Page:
Contributory negligence is no defense to willful and wanton injury. Coleman v. Hines, 133 N.C. App. 147, 150, 515 S.E.2d 57, 59-60, disc. review denied, 350 N.C. 826, 539 S.E.2d 281 (1999). However, a number of decisions have also held that a plaintiff'sclaim is barred when decedent's own actions rise to the same level of negligence as the defendant. See id. at 150-52, 515 S.E.2d at 59-60; Coble v. Knight, 130 N.C. App. 652, 656-57, 503 S.E.2d 703, 706 (1998); Canady v. McLeod, 116 N.C. App. 82, 87, 446 S.E.2d 879, 882, disc. review denied, 338 N.C. 308, 451 S.E.2d 632 (1994); Meachum v. Faw, 112 N.C. App. 489, 494-95, 436 S.E.2d 141, 144-45, (1993); and Sorrells v. M.Y.B. Hospitality Ventures of Asheville, 332 N.C. 645, 648, 423 S.E.2d 72, 74 (1992). In the present case, even if defendant's serving alcohol to a minor rose to the level of willful or wanton negligence, the decedent's own negligence in voluntarily drinking and driving rose to that same level. Therefore, plaintiffs' claim is barred in this case.
III. Negligence

    Plaintiffs argue that as the parents of the decedent, they can maintain a common law negligence action against defendant.
    “Actionable negligence is the failure to exercise that degree of care which a reasonable and prudent person would exercise under similar conditions.” Hart, 332 N.C. at 305, 420 S.E.2d at 177-78. This Court has also held that social hosts can be liable for common law negligence. Id. at 305-06, 420 S.E.2d at 177-78. To prove the claim, a plaintiff must show that a social host “(1) served alcohol to a person (2) when he knew or should have known the person was intoxicated and (3) when he knew the person would be driving afterwards.” Camalier v. Jeffries, 340 N.C. 699, 711, 460 S.E.2d 133, 138 (1995).    The forecast of evidence shows that the first element of social host liability was met. The affidavits of Cyrus Shahan and Pat Lewis reveal that the decedent was served alcoholic beverages by agents or employees of defendant.
    However, nothing in the record indicates that defendant knew or should have known that the decedent was intoxicated. Significantly, plaintiffs failed to forecast any evidence that anyone at the restaurant believed that the decedent was intoxicated. In addition, the manager on duty that night, Tony Fernandez, came to the opposite conclusion. Fernandez stated that he was positioned near the front door and watched customers as they entered and left. He also explained that when the group of Ocean Atlantic Rentals employees left the restaurant, none of them appeared to be impaired. We conclude that plaintiffs failed to meet their burden on the second element.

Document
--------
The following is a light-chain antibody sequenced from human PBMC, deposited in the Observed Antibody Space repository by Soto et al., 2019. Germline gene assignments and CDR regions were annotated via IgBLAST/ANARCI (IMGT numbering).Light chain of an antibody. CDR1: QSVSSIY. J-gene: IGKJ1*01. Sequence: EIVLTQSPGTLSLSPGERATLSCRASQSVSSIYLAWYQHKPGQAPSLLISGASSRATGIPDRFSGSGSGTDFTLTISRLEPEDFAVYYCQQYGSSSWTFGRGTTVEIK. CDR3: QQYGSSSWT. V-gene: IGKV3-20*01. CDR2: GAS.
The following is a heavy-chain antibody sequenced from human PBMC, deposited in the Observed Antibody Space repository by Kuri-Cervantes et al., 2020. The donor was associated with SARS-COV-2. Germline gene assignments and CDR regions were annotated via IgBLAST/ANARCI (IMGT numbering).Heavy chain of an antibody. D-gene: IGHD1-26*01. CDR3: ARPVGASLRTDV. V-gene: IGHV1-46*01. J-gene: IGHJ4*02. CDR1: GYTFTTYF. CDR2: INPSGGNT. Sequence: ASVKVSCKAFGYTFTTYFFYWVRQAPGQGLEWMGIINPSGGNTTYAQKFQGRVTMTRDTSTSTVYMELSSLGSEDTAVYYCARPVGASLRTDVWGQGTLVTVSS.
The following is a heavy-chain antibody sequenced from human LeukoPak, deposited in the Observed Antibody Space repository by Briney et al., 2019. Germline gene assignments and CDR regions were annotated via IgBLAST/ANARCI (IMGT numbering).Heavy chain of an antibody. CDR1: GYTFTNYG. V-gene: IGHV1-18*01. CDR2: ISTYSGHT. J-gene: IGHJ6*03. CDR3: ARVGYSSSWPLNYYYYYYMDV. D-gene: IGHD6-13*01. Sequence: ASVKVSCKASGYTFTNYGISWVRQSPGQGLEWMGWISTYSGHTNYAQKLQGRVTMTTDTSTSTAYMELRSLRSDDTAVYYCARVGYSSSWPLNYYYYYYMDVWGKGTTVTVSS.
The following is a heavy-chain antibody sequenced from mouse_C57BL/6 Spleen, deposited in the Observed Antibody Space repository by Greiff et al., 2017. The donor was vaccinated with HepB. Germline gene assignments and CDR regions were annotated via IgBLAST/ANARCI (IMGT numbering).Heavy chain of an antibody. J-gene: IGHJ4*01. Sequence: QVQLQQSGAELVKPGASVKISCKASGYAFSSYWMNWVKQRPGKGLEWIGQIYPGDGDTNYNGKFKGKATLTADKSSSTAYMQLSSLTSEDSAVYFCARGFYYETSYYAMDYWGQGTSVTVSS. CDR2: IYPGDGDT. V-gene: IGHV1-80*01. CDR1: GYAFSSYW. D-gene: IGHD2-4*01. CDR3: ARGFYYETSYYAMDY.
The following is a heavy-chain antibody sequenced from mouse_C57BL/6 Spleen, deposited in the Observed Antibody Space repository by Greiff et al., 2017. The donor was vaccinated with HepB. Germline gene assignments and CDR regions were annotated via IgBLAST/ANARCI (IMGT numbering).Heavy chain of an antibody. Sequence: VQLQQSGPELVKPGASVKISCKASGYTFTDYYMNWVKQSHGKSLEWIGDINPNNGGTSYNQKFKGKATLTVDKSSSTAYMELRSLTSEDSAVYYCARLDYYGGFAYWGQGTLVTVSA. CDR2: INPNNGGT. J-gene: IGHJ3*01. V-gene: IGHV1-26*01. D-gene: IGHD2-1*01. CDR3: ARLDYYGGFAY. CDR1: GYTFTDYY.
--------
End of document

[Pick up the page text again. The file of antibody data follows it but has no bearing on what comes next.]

Plaintiffs also failed to establish the third and final element. Nothing in the record shows that defendant knew that the decedent would be driving that night. The decedent was socializing with a group of at least ten people at the restaurant. Indeed, any member or members of the group could have been driving. Conversely, it is possible that the patrons intended to take a taxi, walk, or seek some other means of transportation to get home. In short, nothing put defendant on notice that Ryan Swinton was intoxicated and would be driving afterwards. Because plaintiffs failed to forecast evidence on two elements of their claim, weconclude that the trial court properly granted summary judgment for defendant.
IV. Last Clear Chance Doctrine
    Plaintiffs claim that the doctrine of last clear chance would operate to preserve their claim. To show last clear chance, a plaintiff must allege and prove that:
        “(1) [p]laintiff, by [his] own negligence, placed [himself] in a position of peril from which [he] could not escape; (2) defendant saw, or by the exercise of reasonable care should have seen and understood, the perilous position of plaintiff; (3) defendant had the time and the means to avoid the accident if defendant had seen or discovered plaintiff's perilous position; (4) . . . defendant failed or refused to use every reasonable means at his command to avoid impending injury to plaintiff; and (5) plaintiff was injured as a result of defendant's failure or refusal to avoid impending injury.”

Coleman, 133 N.C. App. at 152, 515 S.E.2d at 61 (quoting Williams v. Lee Brick and Tile, 88 N.C. App. 725, 728, 364 S.E.2d 720, 721 (1988)).
    We find that the last clear chance doctrine is not applicable in this case. Plaintiffs presented no allegations that the decedent placed himself in a position of peril from which he could not escape. No one forced the decedent to drive drunk. In fact, a number of the decedent's coworkers and friends car-pooled back to the decedent's destination. The decedent easily could have ridden with them. Furthermore, the decedent had the opportunity to extract himself from the dangerous situation of driving drunk. He could have stopped the car at any point during the twenty minutes hetraveled before the accident. Accordingly, we reject this assignment of error.
    We have considered plaintiffs' other arguments and find them to be without merit. The forecast of evidence shows that there is no genuine issue as to any material fact, and defendant is entitled to judgment as a matter of law. Therefore, the trial court's order granting summary judgment for defendant is
    Chief Judge EAGLES and Judge STEELMAN concur.
    Report per Rule 30(e).